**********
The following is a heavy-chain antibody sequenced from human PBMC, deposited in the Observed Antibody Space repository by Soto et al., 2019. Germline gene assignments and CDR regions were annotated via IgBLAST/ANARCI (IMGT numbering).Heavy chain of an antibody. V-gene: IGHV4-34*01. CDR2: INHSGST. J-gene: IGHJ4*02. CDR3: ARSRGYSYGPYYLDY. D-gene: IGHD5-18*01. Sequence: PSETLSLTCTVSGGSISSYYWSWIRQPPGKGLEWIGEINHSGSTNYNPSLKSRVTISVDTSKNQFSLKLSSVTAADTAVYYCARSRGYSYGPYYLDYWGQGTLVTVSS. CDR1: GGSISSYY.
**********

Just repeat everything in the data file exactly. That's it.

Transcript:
The following is a heavy-chain antibody sequenced from human PBMC, deposited in the Observed Antibody Space repository by Soto et al., 2019. Germline gene assignments and CDR regions were annotated via IgBLAST/ANARCI (IMGT numbering).Heavy chain of an antibody. V-gene: IGHV4-34*01. CDR2: INHSGST. J-gene: IGHJ4*02. CDR3: ARSRGYSYGPYYLDY. D-gene: IGHD5-18*01. Sequence: PSETLSLTCTVSGGSISSYYWSWIRQPPGKGLEWIGEINHSGSTNYNPSLKSRVTISVDTSKNQFSLKLSSVTAADTAVYYCARSRGYSYGPYYLDYWGQGTLVTVSS. CDR1: GGSISSYY.